Do you think banking regulations already in place can be effectively used for emerging cryptocurrencies?
I don’t think banking regulations can be used effectively for cryptocurrencies and I think you’re going to need a lot more as this is such a nascent field. Regulators need to understand how they work and what the risks are when considering money laundering and terrorism financing.
What impact will compliance to Basel III make on treasurers?
I think Basel III has definitely changed the world for treasurers because with this regulation, more capital of high quality is required and there are stricter requirements of how to measure credit risk, market risk and liquidity risk. There are also restrictions of how leveraged you can be, but obviously that’s an incredibly brief summary. Treasurers that were not fully attuned to this, will have to be now and concentrate on how money can be made and how money can be spent. This cannot be done without being attuned to Basel III and that has changed the world.
What countries do you think are more likely to take on BCBS239?
BCBS239 is one of the most important guidelines that the Basel committee has ever come up with. BCBS239 questions whether banks are good at risk data aggregation, which takes into account if you know how to define risk and handle the data that you need to calculate each risk. Alongside this, how data is gathered and how it is validated is considered as if banks do not have good processes, standards such as the liquidity coverage ratio is garbage. At the moment, the only banks that are supposed to comply with BCBS239 are those 31 banks that are part of the Global Systemically Important Banks (G-SIB). This includes eight banks in the US, four in France, three in the UK and a few across Japan, China, Spain, Germany and Switzerland. However, even in the literature of the BCBS239 standard, it explains that national regulators should decide whether they want other local banks to implement the regulation. This is forcing banks to think a lot more about whether their systems are good enough. Recent surveys have shown that none of these banks will be able to comply by January 2016 and some will need one or two years before they are able to. According to a Basel survey about bank readiness to comply, 50% believed that their IT architecture would not give them good risk data aggregation in periods of stress. That is very damning and even though the financial crisis was in 2007, here we are in 2015 and banks still cannot measuring their risk efficiently.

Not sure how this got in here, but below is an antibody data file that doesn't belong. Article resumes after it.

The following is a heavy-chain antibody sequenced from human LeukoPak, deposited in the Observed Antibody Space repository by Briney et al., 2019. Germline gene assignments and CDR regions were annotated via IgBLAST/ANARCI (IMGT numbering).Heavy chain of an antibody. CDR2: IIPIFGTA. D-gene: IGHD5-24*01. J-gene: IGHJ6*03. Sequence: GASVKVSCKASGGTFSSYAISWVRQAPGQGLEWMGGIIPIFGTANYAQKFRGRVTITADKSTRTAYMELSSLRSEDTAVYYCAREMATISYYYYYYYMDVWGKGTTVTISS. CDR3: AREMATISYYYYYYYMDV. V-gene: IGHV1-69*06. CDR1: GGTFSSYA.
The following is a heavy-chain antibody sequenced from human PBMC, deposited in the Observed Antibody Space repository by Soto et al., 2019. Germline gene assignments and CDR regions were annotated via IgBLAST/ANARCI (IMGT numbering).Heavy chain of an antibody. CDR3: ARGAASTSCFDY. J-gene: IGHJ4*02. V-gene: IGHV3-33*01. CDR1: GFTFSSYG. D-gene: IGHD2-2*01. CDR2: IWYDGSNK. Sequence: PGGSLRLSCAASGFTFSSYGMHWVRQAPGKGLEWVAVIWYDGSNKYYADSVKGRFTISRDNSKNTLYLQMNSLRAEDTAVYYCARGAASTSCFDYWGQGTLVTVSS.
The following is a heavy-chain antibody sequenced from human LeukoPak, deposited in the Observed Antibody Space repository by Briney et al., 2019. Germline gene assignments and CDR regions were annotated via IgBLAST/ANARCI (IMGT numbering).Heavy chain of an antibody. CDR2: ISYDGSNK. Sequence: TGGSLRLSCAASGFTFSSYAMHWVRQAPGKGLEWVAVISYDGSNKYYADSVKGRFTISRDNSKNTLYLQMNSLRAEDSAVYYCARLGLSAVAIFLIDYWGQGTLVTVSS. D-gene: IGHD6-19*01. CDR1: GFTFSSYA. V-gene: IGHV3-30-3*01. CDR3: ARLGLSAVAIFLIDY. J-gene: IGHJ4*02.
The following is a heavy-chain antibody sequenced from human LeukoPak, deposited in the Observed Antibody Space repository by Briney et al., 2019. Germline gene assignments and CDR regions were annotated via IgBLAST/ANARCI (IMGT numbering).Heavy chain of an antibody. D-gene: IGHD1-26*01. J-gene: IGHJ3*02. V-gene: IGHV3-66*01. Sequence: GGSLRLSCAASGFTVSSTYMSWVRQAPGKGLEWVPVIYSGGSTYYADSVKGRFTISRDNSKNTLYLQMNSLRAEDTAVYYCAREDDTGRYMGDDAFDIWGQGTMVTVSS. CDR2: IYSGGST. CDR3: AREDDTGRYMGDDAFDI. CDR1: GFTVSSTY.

How is the Dodd-Frank Act helping the treasury department in 2015?
The purpose of Dodd Frank is to make the banks and the financial sector safer but also try to protect the consumers. Treasurers at the moment feel completely overwhelmed with intersecting regulations and are trying to understand Dodd Frank. Eventually, this will be good for treasurers because if they’re abiding by the rules, this should help banks be safer.
How do you see the treasury landscape evolving?
You either adjust or you’re out of business. Regulations are not going away and despite there being varying degrees of compliance, there isn’t a lot of appetite to weaken rules amongst between politicians or lobbyists. Savvy treasurers will adjust because that is the personality of a treasurer – they will figure it out as they are focused on new opportunities and of course, the risks. There used to be a lot of uncertainty around the rules but now treasurers can plan for this.
Treasuries should be centralised but also extend "strategic autonomy" to decentralised units because they need to be responsive and close to the customer, argues Richard Scase, author and business forecaster on global megatrends.
Europe’s opening banking regulation is finally here. After months of preparation across the continent, the Revised Payment Services Directive comes into effect on January 13.
The revised Payment Services Directive regulation, regarded as one of the most disruptive in Europe’s financial services sector, will begin to make an impact on January 13, 2018.
The cost of compliance efforts for banks has increased exponentially in recent years. This is especially true for those banks that are active in the global trade finance domain, where the overwhelming expectation is for compliance requirements to become even more complex, strict and challenging over time.